He swears he works to bring freedom to his constituents.
But earlier this week, Rep. Tim Scott voted in big-government fashion to deny citizens a freedom that’s as basic as protection of a personal password.
As a result of this vote from Scott and other Republicans, it’s now a-okay for companies to make employees and job applicants reveal their passwords to social media websites. A boss can sign in to a worker’s or applicant’s account, see who her “friends” are, and check out any comments she made. If the worker/applicant refuses (or if the boss doesn’t like what he sees)? Goodbye, job.
Scott joined in with other Republicans to block a key amendment to H.R. 3309, the FCC Reform Act. Sponsored by Rep. Ed Perlmutter (D-Colo.), the appropriately-titled “Mind Your Own Business on Passwords” bill sought to “prohibit licensees or regulated entities from mandating that job applicants or employees disclose confidential passwords to social networking web sites.”
But it wasn’t just Tim Scott. And it wasn’t just all of South Carolina’s five Republican congressional representatives, who also voted to block the amendment, either. It was the just about the entire GOP behind it all.
In fact, all but one Republican congressman (North Carolina’s Rep. Walter Jones) voted against this bill, which was defeated 236-184.
This subject of social media privacy in the workplace started earlier this year, when media reported that a Maryland prison guard was required to reveal his Facebook password in a December 2011 job interview.
Not only was this requirement an invasion of the man’s privacy, as he himself witnessed while his employers surfed through his personal Facebook page and that of his family and friends, but it also seemed to be a violation of federal law pertaining to “unlawful access to stored communications,” too.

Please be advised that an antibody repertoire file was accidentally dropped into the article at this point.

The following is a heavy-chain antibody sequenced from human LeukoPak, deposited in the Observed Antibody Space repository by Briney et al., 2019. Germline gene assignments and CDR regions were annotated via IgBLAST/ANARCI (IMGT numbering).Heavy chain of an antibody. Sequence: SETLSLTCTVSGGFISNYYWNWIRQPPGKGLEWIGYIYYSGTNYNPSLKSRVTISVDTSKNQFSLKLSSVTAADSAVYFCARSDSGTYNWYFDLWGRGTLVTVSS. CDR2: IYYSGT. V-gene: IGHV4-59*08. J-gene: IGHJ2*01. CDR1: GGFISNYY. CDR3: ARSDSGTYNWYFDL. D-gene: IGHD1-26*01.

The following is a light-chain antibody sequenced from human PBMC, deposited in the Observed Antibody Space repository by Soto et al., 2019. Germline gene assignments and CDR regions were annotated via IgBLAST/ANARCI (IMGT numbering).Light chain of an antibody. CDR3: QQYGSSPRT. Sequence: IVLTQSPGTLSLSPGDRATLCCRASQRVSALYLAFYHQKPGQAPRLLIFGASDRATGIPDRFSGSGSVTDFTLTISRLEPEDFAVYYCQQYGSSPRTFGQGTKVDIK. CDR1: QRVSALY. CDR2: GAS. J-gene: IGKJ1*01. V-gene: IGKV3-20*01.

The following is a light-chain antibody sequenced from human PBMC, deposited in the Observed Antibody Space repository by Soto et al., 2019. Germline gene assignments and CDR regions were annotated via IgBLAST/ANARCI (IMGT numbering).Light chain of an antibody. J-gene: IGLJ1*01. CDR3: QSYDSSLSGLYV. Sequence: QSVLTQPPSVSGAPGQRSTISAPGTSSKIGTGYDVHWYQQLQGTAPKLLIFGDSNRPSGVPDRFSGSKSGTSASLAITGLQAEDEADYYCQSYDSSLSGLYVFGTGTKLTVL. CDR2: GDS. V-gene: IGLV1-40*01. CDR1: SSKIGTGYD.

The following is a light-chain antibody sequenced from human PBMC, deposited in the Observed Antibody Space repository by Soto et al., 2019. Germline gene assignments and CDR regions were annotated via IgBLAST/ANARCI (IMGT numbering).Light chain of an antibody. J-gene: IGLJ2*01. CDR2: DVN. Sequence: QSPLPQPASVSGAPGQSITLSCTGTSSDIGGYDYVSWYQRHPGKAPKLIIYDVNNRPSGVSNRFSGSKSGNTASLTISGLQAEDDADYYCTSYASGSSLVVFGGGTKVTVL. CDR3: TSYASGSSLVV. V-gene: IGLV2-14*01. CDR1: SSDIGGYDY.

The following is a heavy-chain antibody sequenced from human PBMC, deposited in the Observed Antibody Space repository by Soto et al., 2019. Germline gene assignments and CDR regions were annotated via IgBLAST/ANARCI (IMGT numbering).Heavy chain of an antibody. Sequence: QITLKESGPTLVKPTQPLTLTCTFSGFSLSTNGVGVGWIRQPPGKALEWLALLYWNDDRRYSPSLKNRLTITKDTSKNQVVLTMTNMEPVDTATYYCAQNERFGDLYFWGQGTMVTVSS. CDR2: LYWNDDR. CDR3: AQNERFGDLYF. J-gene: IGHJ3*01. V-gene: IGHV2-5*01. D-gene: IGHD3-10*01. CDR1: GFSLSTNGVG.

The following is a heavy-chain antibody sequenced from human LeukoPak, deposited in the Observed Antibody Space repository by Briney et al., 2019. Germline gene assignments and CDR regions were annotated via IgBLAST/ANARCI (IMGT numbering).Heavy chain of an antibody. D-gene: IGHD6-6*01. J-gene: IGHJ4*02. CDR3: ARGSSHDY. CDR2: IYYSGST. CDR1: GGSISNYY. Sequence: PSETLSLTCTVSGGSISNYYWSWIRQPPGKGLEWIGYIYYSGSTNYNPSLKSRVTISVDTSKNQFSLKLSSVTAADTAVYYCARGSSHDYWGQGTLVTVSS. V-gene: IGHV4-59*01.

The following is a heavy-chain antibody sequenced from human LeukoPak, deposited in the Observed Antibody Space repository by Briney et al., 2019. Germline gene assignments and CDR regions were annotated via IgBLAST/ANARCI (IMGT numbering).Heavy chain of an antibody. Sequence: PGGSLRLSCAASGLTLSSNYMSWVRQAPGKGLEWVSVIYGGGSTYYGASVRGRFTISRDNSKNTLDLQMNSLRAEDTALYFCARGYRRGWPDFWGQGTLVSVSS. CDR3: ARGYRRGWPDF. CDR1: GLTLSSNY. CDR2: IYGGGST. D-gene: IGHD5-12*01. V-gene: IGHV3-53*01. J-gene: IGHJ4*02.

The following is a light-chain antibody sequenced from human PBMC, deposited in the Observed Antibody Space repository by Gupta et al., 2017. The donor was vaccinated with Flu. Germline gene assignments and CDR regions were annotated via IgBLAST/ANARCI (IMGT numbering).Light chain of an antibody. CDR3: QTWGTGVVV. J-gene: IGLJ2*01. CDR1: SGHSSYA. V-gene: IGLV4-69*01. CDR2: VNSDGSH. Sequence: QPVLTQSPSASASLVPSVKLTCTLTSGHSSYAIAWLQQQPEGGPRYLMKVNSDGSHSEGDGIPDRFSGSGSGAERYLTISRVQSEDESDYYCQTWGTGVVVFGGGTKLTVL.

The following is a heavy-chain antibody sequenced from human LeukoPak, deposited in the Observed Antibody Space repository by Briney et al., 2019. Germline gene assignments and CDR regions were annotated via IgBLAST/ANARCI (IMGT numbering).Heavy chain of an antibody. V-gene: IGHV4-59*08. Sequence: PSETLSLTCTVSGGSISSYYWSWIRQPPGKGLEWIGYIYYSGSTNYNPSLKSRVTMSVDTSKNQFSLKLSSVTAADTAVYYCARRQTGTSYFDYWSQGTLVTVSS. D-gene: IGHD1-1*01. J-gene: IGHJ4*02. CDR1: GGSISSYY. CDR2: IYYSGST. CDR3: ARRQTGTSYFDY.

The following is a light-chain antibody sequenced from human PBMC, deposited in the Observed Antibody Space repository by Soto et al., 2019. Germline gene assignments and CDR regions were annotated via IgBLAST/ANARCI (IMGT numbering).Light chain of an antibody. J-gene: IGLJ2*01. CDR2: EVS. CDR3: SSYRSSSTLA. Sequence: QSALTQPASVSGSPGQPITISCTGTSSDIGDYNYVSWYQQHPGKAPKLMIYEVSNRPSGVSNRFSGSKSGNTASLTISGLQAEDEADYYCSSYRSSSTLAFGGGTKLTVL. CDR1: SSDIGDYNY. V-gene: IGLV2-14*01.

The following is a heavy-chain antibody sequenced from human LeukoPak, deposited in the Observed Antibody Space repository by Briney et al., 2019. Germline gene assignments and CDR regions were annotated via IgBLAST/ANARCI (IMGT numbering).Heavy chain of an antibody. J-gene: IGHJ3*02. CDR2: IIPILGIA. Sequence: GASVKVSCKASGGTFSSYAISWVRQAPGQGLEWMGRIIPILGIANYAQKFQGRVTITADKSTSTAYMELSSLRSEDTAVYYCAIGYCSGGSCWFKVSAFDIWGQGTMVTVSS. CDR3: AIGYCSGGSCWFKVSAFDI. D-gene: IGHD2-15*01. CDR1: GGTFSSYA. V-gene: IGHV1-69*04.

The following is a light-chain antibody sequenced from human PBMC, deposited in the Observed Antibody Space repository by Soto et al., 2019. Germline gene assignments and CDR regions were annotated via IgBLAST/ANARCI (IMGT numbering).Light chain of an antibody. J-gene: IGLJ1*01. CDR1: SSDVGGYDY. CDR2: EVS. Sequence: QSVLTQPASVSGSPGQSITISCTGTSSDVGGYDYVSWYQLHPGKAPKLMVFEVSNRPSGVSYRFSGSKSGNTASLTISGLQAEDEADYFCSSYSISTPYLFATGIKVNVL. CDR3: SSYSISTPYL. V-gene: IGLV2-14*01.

The ACLU argued against this practice, insisting that privacy be protected. National media took it up, adding other people who told the same tale.
The public sentiment in favor of protected privacy apparently didn’t reach the ears of House Republicans, however.
So where does this issue stand now? Hopefully, on unsteady ground.
Senate Democrats recently asked the U.S. Attorney General’s office to see if this practice violates the existing “unlawful access to stored communications” law, and also asked the Equal Employment Opportunity Commission to investigate.
The public sentiment against this privacy restriction isn’t silencing, either. For example, Republicans and Democrats in Minnesota’s state legislature introduced bills in both houses to block employer access to employees’ social media passwords. A similar bill is working its way through Maryland’s state government, too.
But what can you do meanwhile? Well, you might want to be cautious of what you post on Facebook, that’s for sure.
On your next visit, however, be sure to visit Tim Scott’s page, and let him know what you think of his vote to violate your freedom of privacy.